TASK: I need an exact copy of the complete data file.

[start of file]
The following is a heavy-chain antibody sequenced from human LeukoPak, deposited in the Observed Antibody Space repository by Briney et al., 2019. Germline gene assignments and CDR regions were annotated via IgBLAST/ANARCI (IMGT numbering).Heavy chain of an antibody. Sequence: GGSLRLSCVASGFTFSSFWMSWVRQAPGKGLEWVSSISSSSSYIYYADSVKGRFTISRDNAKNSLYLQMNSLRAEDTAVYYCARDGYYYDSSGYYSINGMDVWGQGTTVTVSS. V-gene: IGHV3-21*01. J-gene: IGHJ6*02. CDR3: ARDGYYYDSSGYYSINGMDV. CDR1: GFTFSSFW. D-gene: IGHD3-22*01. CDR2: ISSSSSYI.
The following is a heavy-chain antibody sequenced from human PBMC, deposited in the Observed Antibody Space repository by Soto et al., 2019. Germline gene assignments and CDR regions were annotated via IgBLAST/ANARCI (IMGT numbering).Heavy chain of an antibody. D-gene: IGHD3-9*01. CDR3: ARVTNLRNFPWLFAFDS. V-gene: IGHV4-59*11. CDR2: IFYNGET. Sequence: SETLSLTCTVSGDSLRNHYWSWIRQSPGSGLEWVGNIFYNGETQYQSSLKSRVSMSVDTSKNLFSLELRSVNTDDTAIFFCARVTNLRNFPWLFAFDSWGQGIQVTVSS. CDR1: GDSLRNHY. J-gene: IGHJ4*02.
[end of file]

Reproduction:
The following is a heavy-chain antibody sequenced from human LeukoPak, deposited in the Observed Antibody Space repository by Briney et al., 2019. Germline gene assignments and CDR regions were annotated via IgBLAST/ANARCI (IMGT numbering).Heavy chain of an antibody. Sequence: GGSLRLSCVASGFTFSSFWMSWVRQAPGKGLEWVSSISSSSSYIYYADSVKGRFTISRDNAKNSLYLQMNSLRAEDTAVYYCARDGYYYDSSGYYSINGMDVWGQGTTVTVSS. V-gene: IGHV3-21*01. J-gene: IGHJ6*02. CDR3: ARDGYYYDSSGYYSINGMDV. CDR1: GFTFSSFW. D-gene: IGHD3-22*01. CDR2: ISSSSSYI.
The following is a heavy-chain antibody sequenced from human PBMC, deposited in the Observed Antibody Space repository by Soto et al., 2019. Germline gene assignments and CDR regions were annotated via IgBLAST/ANARCI (IMGT numbering).Heavy chain of an antibody. D-gene: IGHD3-9*01. CDR3: ARVTNLRNFPWLFAFDS. V-gene: IGHV4-59*11. CDR2: IFYNGET. Sequence: SETLSLTCTVSGDSLRNHYWSWIRQSPGSGLEWVGNIFYNGETQYQSSLKSRVSMSVDTSKNLFSLELRSVNTDDTAIFFCARVTNLRNFPWLFAFDSWGQGIQVTVSS. CDR1: GDSLRNHY. J-gene: IGHJ4*02.